« PreviousContinue »
FIRBI PICK-UP PROCEDURES
The San Francisco Division's Firn Pick-Op Procedures have been reassessed and revised. Pick-up service will only be offered Monday through Friday, except Holidays, and all pick-up service will be scheduled. The conditions under which we will pick up mail
PULL RATB TTRST CLASS MAIL:
· Mail must be automation compatible letter mail averaging at least 2,000 pieces par pick-up day.
The pick-up must be scheduled so that the mail arrives at the GF by 1600.
"Advanced-dated mail" (bearing next day's meter date), satisfying the volume minimums can be scheduled for pick-up as late as 2200.
other mail (Pre-sorted Fem, Priority, Express) that the customer has ready at the dock when the morning or afternoon pickup is made will be transported to the GMF provided vehicle capacity permits. PRE-SORT/DOCK-TRANBYER FIRST CLASS KAIL:
- Volume must average a minimum of 180 trays of automation compatible letter mail. The "banded" and "labeled" trays must be loaded into containers by destination so that the containers may be cross-docked at the GMF after acceptance clearance. (Details of container loading schemes available on request.)
- Mail destinating in the San Francisco Division or in the Oakland MSC must be scheduled to arrive at the GMF no later than 1600.
- Mail destinating in other Northern California offices must be scheduled to arrive at the GMF by 1300.
- Other nail (Pull Rate FCM, Priority, Express) that the customer has ready at the dock when the pick-up is made will be transported to the GMF provided vehicle capacity permits. HAIL TRANSPORT EQUIPMENT:
There will be no trips exclusively for delivering Mail Transport Equipment to customers.
• Arrangements can be made by customers to have equipment delivered to them at the time the mail pick-up is accomplighed, provided vehicle capacity permits. These arrangements can be made by calling the Logistics office at 550-5043 a minimum of 24 hours in advance.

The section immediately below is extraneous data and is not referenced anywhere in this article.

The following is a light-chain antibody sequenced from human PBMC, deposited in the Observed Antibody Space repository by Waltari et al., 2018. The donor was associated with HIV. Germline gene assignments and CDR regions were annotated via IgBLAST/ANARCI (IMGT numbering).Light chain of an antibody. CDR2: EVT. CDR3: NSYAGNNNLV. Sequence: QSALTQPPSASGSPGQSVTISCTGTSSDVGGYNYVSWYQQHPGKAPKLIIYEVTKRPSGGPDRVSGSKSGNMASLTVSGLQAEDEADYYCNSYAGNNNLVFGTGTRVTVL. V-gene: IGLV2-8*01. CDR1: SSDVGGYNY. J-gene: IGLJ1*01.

The Committee on post oelice and Civil Service began its annual oversight hearing on the United States Postal Service in early May.
We would appreciate your participation, and that of your designees, at the hearing that will be heid on June 9, 1992. The hearing is scheduled to begin at 10:00 a.m. in room 311 of the Cannon House Office Building. This hearing will explore the recommendations of the joint Postal Service Governors\Postal Race Commissioners Task Force on the ratemaking process.
Committee rules require that copies of written testimony be submitted in advance. It would be helpful if you could provide 100 copies of any such testimony to the Committee office (room 309 Cannon) no later than Friday, June 9. Jerry Cerasale, of the Full Committee staff, is available if further assistance is required (225-4054).
Mr. McCLOSKEY. Thank you, Mr. Seiffe, for a very forthright and succinct statement.
Boiling it down, you think this committee and other pertinent committees need to get more into the analysis of the regulatory process. I understand that. Quite frankly, there is only so much time that we have as we go about numerous other legislative responsibilities. But what do you feel is the trend as far as Postal Service openness and cooperation with your regulatory concerns, preferences, and fears? There is some consultation going on, as you say, right?
Mr. SEIFFE. Oh, yes.
Mr. SEIFFE. On the one hand, all of the effort that you make to set up the most perfect ratemaking process is all moot if your regulatory process is not in control. I will say, to answer your question directly, that the Postal Service has been much more forthright than they have in the past. Yet, we still have a schism that goes on between some parts of the management and some parts of the operation. They say it is our objective to provide an environment where we can achieve the lowest possible cost and meet all of the other panelists' objectives, yet you have, in the field, a great problem of getting it done, and that is really my biggest fear, the schism between those two right-thinking, I think-headquarters people and divisional people don't quite see it that way.
Mr. McCLOSKEY. Within the Post Office itself then to some degree?
Mr. SEIFFE. Yes.
Mr. HAYES. Thank you, Mr. Chairman. I want to express my appreciation to Mr. Seiffe for his testimony. I have no questions. We have to go vote now on yesterday's nonactivity.
Mr. McCLOSKEY. Yes. I think it is a vote on yesterday's numerous activities.
Thank you very much, Mr. Seiffe.
Mr. McCLOSKEY. I want to thank again everyone that participated. I appreciate your time today. Thank you.
(Whereupon, at 12:07 p.m., the committee was adjourned.] (Additional material received for the record follows: